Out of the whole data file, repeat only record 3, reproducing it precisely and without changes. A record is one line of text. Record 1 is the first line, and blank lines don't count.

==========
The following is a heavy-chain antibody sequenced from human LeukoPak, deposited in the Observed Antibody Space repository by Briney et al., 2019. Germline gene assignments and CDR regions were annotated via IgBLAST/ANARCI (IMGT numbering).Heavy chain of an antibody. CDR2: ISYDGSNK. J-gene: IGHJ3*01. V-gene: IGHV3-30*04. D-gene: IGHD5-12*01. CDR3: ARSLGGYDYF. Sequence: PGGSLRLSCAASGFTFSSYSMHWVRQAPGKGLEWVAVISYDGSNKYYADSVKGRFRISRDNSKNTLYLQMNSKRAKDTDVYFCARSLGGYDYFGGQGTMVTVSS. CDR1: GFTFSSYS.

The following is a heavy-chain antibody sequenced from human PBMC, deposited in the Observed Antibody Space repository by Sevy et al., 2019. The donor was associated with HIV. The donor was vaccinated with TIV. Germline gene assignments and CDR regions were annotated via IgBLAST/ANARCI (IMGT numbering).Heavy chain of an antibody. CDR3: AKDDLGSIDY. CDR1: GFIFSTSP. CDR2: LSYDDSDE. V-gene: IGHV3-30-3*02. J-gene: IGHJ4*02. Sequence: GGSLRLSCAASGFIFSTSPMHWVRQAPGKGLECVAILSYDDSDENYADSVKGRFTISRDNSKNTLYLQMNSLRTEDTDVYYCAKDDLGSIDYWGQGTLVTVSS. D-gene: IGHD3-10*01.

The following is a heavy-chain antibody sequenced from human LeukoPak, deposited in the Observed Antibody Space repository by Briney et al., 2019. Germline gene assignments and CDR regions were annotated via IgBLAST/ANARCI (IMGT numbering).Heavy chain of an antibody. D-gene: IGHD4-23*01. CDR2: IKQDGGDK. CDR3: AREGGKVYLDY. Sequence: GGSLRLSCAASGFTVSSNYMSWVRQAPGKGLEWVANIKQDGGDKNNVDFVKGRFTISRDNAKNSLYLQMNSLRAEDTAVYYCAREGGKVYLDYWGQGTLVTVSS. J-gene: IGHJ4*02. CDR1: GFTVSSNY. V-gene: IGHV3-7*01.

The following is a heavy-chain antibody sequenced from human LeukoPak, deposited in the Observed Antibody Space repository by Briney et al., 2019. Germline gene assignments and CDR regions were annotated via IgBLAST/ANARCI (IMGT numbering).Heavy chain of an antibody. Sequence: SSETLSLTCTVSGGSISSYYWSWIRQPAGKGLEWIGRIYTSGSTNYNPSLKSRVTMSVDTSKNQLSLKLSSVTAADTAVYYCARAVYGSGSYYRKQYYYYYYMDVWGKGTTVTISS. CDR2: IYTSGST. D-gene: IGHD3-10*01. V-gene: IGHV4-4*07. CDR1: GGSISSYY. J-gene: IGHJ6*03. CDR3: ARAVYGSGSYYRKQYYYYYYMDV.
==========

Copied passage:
The following is a heavy-chain antibody sequenced from human LeukoPak, deposited in the Observed Antibody Space repository by Briney et al., 2019. Germline gene assignments and CDR regions were annotated via IgBLAST/ANARCI (IMGT numbering).Heavy chain of an antibody. D-gene: IGHD4-23*01. CDR2: IKQDGGDK. CDR3: AREGGKVYLDY. Sequence: GGSLRLSCAASGFTVSSNYMSWVRQAPGKGLEWVANIKQDGGDKNNVDFVKGRFTISRDNAKNSLYLQMNSLRAEDTAVYYCAREGGKVYLDYWGQGTLVTVSS. J-gene: IGHJ4*02. CDR1: GFTVSSNY. V-gene: IGHV3-7*01.